Opinions

Paxson P’19: Brown ensures that donor gifts advance its mission

By
Op-Ed Contributor
Thursday, February 21, 2019

In the course of any day on campus — attending a lecture, conducting an experiment, studying in the library or participating in extracurricular activities — every member of this community benefits from the gifts of literally thousands of generous donors to Brown.

But gifts can also spark controversy. Recently, at numerous campuses across the country, gifts from individuals, organizations and even countries have come under fire because of objections to the donors’ business activities, opinions or other actions. Given the importance of philanthropy to Brown, and in light of these serious concerns, I am writing to ensure our community understands Brown’s approach to accepting gifts.

Brown’s Charter, written in 1764, states that the power of accepting gifts lies solely with the Corporation, Brown University’s governing body. This is consistent with the modern view that governing boards are responsible for ensuring that the institutions they serve have the financial resources required to fulfill their missions. Currently, the Corporation formally accepts all gifts of $1 million or more and delegates the acceptance of smaller gifts to senior administrators. However, University administrators ask Corporation members to review any gift, regardless of size, that raises concerns about alignment with Brown’s principles for accepting gifts.

The core principle that guides the acceptance of a gift is whether it will advance Brown’s mission of research and education in the service of society. Brown’s current gift policy, adopted in 2002, sums this up in one succinct sentence: “Gifts will be accepted so long as they are found to contribute to the approved purposes of the University.”

Gifts that don’t meet this standard can be, and are, declined. For instance, gifts may be declined if they are too restrictive in purpose to be useful — for example, an endowed faculty position in a subject not taught at Brown. Gifts may also be declined if they require expenditures beyond what is given — for example, the donation of an art collection that can’t be housed without building an unaffordable new facility. Most important, gifts will be declined if they compromise academic freedom — for example, a gift with strings attached that lets the donor select the curriculum for a course or gain influence over a faculty member’s research agenda.

Of course, gifts will not be accepted if they are not the donor’s property to give or if it is evident that the gift proceeds were obtained by illegal means. The Corporation also exercises judgment as to whether or not a gift is aligned with Brown’s core mission and whether it could inflict lasting damage on the University’s reputation and integrity to be associated with a specific donor.

I want to underscore that only in rare and exceptional circumstances would a gift be declined or returned because of a donor’s activities or opinions. Brown is deeply committed to freedom of thought and diversity of views. We start from a place of respect for the legitimate business activities, political views and behaviors of donors, even if some members of our community disagree with them. It would be contrary to Brown’s values to use the rejection of gifts as a tool to take sides in, or make statements about, contested social and political issues. Although members of the Brown community have the right to express opposition to a gift, the mere presence of controversy around a donor is not a sufficient reason for declining a gift.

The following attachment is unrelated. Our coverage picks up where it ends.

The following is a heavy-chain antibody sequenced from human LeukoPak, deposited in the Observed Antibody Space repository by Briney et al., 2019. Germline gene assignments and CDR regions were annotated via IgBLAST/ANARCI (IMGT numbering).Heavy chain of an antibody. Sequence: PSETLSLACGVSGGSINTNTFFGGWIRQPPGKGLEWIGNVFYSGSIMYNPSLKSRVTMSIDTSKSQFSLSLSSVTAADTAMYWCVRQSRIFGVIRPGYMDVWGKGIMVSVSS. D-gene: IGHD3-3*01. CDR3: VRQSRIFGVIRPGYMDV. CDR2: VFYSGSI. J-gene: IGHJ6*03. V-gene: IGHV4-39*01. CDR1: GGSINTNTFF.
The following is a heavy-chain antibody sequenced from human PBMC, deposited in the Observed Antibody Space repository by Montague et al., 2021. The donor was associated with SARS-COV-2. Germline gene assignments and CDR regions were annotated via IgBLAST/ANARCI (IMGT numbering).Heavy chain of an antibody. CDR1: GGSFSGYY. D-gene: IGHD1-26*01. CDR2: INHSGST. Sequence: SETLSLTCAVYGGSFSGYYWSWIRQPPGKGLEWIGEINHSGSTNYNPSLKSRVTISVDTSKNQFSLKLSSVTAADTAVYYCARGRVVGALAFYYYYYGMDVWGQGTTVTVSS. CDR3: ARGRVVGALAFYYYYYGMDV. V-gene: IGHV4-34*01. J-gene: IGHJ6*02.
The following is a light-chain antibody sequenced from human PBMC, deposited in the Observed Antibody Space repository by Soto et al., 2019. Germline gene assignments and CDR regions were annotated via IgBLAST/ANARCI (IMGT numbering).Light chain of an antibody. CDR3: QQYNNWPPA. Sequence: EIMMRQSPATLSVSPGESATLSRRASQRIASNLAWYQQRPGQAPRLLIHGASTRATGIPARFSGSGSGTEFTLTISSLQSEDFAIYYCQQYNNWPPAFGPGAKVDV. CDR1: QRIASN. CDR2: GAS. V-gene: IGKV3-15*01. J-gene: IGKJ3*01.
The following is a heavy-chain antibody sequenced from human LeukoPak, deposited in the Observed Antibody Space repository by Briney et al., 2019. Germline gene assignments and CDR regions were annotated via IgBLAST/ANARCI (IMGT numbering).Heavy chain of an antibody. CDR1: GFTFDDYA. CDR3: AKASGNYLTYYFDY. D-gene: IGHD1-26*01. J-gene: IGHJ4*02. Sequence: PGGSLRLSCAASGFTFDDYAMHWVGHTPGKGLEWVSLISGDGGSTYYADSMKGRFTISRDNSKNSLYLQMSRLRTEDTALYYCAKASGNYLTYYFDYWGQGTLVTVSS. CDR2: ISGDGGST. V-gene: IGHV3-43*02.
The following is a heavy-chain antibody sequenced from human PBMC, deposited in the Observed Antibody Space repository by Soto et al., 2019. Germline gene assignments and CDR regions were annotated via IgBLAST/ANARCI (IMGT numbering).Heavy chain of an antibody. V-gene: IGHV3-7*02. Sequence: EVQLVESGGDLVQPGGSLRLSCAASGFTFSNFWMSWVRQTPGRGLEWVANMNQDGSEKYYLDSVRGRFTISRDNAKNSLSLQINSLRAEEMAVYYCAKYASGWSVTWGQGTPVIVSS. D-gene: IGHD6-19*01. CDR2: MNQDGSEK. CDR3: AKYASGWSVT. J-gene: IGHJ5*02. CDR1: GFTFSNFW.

The gifts that are presented to the Corporation for acceptance are, nearly always, unambiguously beneficial to Brown and aligned with our values. Debates about whether or not to accept or retain a gift are extremely rare. This is because gifts usually stem from conversations with alumni, parents and friends that take place over months and even years. Through these discussions, prospective donors learn about Brown’s highest priorities — for example, financial aid, endowed professorships and campus facilities — and identify which priorities are most exciting and meaningful to them. Indeed, a major success of the current BrownTogether campaign is that about 90 percent of gifts received to date directly support priorities established in Building on Distinction, Brown’s strategic plan. The remaining 10 percent support things that, although not enumerated in the strategic plan, add great value to the University.

Brown can’t be a great institution without philanthropy, and I’m deeply grateful to the alumni, parents and friends who give to the University. They contribute, volunteer and participate in the life of the University because they believe in our mission of advancing knowledge and preparing students for lives of purpose. They are inspired by Brown’s high academic standards and distinctive approach to education, the contributions that Brown alums make to society and the impact of Brown’s research in the world. Our policies and practices ensure that their generous gifts advance Brown’s mission while supporting the University’s values.

President Christina Paxson P’19 can be reached at christina_paxson@brown.edu. Please send responses to this op-ed to letters@browndailyherald.com and op-eds to opinions@browndailyherald.com.

2 Comments

  1. J.V. Reistrup says:

    Is she talking about the Koch brothers’ Political Theory Project, or what?

    • Likely responding to students’ calls to cut ties with Warren Kanders, chairman of Safariland, a producer of military/policing technologies used on the border, in Ferguson, and in Palestine

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